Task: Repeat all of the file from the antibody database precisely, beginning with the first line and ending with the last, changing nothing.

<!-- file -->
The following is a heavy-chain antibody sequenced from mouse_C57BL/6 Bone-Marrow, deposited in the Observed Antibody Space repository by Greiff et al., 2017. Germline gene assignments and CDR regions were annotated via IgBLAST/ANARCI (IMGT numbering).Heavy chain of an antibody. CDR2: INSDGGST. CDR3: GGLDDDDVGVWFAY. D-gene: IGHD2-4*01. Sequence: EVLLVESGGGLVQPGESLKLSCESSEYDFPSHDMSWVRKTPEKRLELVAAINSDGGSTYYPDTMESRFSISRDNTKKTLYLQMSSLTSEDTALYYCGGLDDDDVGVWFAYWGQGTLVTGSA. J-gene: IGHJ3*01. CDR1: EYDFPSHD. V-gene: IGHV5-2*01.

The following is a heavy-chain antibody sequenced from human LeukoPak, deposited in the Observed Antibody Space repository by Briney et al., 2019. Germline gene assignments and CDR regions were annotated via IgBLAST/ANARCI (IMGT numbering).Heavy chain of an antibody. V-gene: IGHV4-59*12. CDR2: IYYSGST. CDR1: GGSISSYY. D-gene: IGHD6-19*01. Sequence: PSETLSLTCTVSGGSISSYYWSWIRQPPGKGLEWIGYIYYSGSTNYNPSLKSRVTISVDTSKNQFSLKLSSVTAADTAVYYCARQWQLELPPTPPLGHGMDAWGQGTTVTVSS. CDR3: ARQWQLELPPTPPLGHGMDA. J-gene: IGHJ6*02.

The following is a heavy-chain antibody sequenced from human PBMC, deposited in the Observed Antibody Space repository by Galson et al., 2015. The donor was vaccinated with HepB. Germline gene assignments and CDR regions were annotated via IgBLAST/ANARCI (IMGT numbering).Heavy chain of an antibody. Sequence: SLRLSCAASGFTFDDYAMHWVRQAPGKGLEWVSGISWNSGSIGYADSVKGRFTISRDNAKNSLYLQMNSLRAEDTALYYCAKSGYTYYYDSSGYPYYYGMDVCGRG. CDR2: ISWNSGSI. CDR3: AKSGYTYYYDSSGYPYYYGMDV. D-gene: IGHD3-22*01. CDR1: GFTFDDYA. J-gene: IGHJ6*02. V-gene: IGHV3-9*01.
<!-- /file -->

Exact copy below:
The following is a heavy-chain antibody sequenced from mouse_C57BL/6 Bone-Marrow, deposited in the Observed Antibody Space repository by Greiff et al., 2017. Germline gene assignments and CDR regions were annotated via IgBLAST/ANARCI (IMGT numbering).Heavy chain of an antibody. CDR2: INSDGGST. CDR3: GGLDDDDVGVWFAY. D-gene: IGHD2-4*01. Sequence: EVLLVESGGGLVQPGESLKLSCESSEYDFPSHDMSWVRKTPEKRLELVAAINSDGGSTYYPDTMESRFSISRDNTKKTLYLQMSSLTSEDTALYYCGGLDDDDVGVWFAYWGQGTLVTGSA. J-gene: IGHJ3*01. CDR1: EYDFPSHD. V-gene: IGHV5-2*01.

The following is a heavy-chain antibody sequenced from human LeukoPak, deposited in the Observed Antibody Space repository by Briney et al., 2019. Germline gene assignments and CDR regions were annotated via IgBLAST/ANARCI (IMGT numbering).Heavy chain of an antibody. V-gene: IGHV4-59*12. CDR2: IYYSGST. CDR1: GGSISSYY. D-gene: IGHD6-19*01. Sequence: PSETLSLTCTVSGGSISSYYWSWIRQPPGKGLEWIGYIYYSGSTNYNPSLKSRVTISVDTSKNQFSLKLSSVTAADTAVYYCARQWQLELPPTPPLGHGMDAWGQGTTVTVSS. CDR3: ARQWQLELPPTPPLGHGMDA. J-gene: IGHJ6*02.

The following is a heavy-chain antibody sequenced from human PBMC, deposited in the Observed Antibody Space repository by Galson et al., 2015. The donor was vaccinated with HepB. Germline gene assignments and CDR regions were annotated via IgBLAST/ANARCI (IMGT numbering).Heavy chain of an antibody. Sequence: SLRLSCAASGFTFDDYAMHWVRQAPGKGLEWVSGISWNSGSIGYADSVKGRFTISRDNAKNSLYLQMNSLRAEDTALYYCAKSGYTYYYDSSGYPYYYGMDVCGRG. CDR2: ISWNSGSI. CDR3: AKSGYTYYYDSSGYPYYYGMDV. D-gene: IGHD3-22*01. CDR1: GFTFDDYA. J-gene: IGHJ6*02. V-gene: IGHV3-9*01.